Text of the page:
So, what do you know about squalane, other than it’s got a bit of an unusual sounding name?
Pronounced ‘skwey-leen’, squalane is a mighty moisturising product that’s found naturally in our skin and blood, as well as in olives, rice bran, and wheatgerm. It works by mimicking the natural oil in our skin.
While they are both natural substances, they aren’t the same thing.
The skincare product equivalent of squalene, which is actually too unstable to be bottled and turned into a beauty product because it becomes rancid really quickly once it’s exposed to oxygen.
Squalane is created by hydrogenating squalene. This essentially involves turning squalene from an unsaturated oil into a saturated oil.
What’s not to love about squalane?! It’s essentially a dose of the skin’s natural moisturiser that’s been bottled up for you to use to help maintain your squalene levels, as well as generally quench your skin.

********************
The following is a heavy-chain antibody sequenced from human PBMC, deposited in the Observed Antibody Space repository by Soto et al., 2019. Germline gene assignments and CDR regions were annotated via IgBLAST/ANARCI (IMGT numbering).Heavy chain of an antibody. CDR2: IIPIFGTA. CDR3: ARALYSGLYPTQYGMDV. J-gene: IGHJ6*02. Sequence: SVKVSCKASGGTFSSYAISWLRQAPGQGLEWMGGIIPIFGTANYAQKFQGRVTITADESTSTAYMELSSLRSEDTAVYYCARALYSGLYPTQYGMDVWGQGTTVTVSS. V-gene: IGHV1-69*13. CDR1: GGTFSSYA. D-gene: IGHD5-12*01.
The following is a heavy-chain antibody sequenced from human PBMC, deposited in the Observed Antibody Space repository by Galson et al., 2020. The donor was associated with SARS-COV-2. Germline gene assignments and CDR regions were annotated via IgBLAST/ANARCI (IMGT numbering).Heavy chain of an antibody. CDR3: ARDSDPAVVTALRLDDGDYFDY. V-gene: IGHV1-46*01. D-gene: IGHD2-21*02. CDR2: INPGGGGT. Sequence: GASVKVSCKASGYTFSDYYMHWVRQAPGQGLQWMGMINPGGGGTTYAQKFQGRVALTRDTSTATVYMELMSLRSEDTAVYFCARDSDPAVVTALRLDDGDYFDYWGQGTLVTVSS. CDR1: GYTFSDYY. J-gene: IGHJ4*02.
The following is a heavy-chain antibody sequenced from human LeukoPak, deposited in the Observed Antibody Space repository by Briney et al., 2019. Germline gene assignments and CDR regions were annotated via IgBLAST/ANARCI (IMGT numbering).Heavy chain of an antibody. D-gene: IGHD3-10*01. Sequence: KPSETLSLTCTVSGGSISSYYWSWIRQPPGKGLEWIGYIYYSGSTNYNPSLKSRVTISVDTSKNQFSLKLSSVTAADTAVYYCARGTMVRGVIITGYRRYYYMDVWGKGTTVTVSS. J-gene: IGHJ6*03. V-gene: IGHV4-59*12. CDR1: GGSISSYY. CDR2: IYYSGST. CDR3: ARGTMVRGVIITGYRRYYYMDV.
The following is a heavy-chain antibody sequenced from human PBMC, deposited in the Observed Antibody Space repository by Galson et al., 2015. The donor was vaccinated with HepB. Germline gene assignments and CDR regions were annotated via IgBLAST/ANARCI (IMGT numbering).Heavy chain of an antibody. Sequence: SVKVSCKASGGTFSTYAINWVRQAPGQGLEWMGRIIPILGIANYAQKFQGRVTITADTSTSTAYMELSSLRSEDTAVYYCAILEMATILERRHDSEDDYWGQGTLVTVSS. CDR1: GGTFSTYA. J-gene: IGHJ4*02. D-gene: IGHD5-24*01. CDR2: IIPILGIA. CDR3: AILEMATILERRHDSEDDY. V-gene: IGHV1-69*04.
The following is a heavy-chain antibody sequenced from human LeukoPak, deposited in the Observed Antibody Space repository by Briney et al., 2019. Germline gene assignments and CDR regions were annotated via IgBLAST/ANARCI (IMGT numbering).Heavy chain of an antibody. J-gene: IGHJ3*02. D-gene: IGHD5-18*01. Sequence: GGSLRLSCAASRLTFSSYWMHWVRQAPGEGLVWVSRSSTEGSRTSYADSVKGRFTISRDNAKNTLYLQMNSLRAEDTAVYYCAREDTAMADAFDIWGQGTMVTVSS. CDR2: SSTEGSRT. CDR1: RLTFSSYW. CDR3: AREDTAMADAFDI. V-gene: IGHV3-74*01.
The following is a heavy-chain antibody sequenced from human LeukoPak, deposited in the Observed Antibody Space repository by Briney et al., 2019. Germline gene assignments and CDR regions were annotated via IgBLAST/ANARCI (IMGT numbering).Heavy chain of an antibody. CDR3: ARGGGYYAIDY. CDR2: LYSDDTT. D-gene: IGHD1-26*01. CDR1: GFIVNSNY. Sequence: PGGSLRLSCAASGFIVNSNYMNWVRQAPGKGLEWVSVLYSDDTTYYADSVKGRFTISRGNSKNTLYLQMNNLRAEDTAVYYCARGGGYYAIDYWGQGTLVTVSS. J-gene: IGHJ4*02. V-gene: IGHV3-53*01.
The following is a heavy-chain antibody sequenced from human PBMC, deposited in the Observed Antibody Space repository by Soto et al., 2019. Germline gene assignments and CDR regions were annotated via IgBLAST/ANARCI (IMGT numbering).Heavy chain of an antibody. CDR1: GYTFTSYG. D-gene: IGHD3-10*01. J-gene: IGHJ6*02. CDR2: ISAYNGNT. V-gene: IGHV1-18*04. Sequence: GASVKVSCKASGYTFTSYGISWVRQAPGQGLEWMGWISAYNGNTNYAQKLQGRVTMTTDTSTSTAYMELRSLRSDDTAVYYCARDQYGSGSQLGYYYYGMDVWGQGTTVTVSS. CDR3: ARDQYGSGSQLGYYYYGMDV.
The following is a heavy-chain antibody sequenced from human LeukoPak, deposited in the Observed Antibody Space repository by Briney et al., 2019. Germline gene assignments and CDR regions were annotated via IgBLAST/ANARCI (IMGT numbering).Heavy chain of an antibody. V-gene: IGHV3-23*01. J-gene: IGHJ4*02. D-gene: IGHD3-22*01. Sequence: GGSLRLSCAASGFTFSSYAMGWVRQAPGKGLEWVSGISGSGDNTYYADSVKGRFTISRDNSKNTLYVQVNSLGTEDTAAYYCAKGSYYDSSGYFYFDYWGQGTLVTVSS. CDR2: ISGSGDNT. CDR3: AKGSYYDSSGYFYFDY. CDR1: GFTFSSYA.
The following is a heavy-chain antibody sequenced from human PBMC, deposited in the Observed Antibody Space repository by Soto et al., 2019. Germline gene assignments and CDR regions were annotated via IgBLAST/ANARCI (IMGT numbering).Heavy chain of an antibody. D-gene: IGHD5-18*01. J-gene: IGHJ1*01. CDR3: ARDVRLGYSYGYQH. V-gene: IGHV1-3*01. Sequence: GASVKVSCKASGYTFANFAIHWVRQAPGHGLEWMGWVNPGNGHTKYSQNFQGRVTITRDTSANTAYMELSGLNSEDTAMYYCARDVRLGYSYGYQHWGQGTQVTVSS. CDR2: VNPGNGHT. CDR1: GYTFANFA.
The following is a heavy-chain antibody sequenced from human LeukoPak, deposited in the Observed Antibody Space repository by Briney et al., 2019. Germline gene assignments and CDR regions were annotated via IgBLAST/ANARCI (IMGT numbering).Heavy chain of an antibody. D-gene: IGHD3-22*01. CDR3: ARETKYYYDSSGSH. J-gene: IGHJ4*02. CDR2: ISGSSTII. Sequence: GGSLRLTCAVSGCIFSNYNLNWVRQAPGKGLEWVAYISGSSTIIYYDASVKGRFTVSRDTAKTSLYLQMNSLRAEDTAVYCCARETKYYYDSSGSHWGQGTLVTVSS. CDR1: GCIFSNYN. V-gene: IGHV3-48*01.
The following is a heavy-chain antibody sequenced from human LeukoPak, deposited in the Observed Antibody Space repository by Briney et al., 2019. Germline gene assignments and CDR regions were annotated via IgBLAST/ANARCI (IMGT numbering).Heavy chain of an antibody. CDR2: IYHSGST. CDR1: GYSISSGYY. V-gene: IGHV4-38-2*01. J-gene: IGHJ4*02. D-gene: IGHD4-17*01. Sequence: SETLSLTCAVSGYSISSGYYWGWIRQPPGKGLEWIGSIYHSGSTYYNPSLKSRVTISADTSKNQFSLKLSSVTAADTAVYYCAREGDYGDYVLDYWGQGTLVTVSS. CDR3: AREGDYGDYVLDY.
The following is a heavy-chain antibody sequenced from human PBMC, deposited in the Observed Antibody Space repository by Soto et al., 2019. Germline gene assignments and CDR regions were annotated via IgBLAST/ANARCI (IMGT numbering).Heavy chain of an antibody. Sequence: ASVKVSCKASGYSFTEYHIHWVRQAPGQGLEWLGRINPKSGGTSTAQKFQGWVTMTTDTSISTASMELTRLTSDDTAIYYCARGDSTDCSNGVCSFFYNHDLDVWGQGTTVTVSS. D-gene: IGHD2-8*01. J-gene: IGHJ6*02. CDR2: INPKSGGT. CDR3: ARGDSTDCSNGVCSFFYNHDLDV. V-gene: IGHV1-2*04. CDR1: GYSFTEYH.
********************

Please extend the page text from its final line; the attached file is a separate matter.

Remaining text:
What’s more, because it’s a natural moisturiser, you can use it twice a day in an oil, serum or moisturiser form. Plus, you can apply it directly to your face, after water-based treatments and before moisturiser.
One of the biggest benefits, which we alluded to at the start of this post, is that squalane can help replenish the skin’s moisture levels.
But that’s not where the benefits the end. You see, squalane can be used on more than just your skin, it can be used on your hair, as it mimics the hair’s natural sebum too. But that’s not all, you can also use it on your nails and cuticles and to moisturise your lips and the area underneath your eyes.
Let’s take a look at some of the main benefits of using squalane oils, creams and serums:
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Last updated: 15 May 2020